Wednesday, December 23, 2009

Have yourself a merry little Christmas

Although it’s nice to sit around a roaring fire snuggled on the couch with a mug of hot cocoa (note: I’ve never actually done this, but in my mind it’s amazing), Christmas isn’t quite as magical as it was when we were kids. I mean, come on, you wake up on Christmas morning to a load of presents stacked magically under your tree? How did that happen? Well by magic, of course. It’s so easy for children to take that leap of faith. To think that putting a hat on a snowman will bring him to life, that reindeer can fly, given just a bit of fairy dust. And we try to hold on to this wonder as adults, reminiscing about those days long ago when we believed. I hope you and yours have a magical holiday season, filled with hot cocoa, roaring fires, and just a sprinkle of fairy dust. Here’s a list of books that inspire me because I read them when I was a kid, when I truly believed that anything could happen, and they still make me feel that way when I read them now.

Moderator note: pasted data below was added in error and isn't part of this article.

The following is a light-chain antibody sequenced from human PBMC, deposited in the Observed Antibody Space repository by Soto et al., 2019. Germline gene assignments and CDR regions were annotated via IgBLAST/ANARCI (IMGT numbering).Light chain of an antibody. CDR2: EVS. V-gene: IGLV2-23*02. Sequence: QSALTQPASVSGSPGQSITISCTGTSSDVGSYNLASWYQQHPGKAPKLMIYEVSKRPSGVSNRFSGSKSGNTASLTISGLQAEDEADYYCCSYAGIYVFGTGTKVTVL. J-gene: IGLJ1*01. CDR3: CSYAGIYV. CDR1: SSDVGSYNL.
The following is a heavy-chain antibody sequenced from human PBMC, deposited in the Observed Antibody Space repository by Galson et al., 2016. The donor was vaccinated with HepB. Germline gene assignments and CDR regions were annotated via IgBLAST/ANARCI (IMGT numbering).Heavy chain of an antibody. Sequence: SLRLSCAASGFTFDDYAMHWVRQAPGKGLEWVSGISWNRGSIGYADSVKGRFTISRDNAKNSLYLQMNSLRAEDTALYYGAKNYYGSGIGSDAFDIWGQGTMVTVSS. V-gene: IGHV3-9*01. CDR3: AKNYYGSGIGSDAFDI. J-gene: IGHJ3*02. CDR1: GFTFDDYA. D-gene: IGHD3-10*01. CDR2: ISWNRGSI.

The Chronicles of Narnia by C.S. Lewis. Of course I have to mention these, they were the books that helped me ease off the training wheels and actually get into some honest to goodness literature. And they made me believe.

From the Mixed-Up Files of Mrs. Basil E. Frankweiler by E.L. Konigsburg. Why are kids so fascinated with the idea of running away? Well, because this book shows what a grand adventure it would be, what with the living in a museum, and getting money from the fountain for food. Great fun.

Bunnicula by James Howe. I read this book recently out of nostalgia, and I didn’t get the humor when I was little. But a rabbit that drains the juice out of vegetables seemed quite thrilling at the time, as did

The Dollhouse Murders by Betty Ren Wright. I read this book as well a few months ago. I remembered it being so creepy, and in its defense it was. Reading it as a kid took days or weeks to finish. I think something is lost as a grown up though, when I can finish it off in a few hours. It loses some of its suspense, I think. But it was still a fun, nostalgic read.

1 comment:

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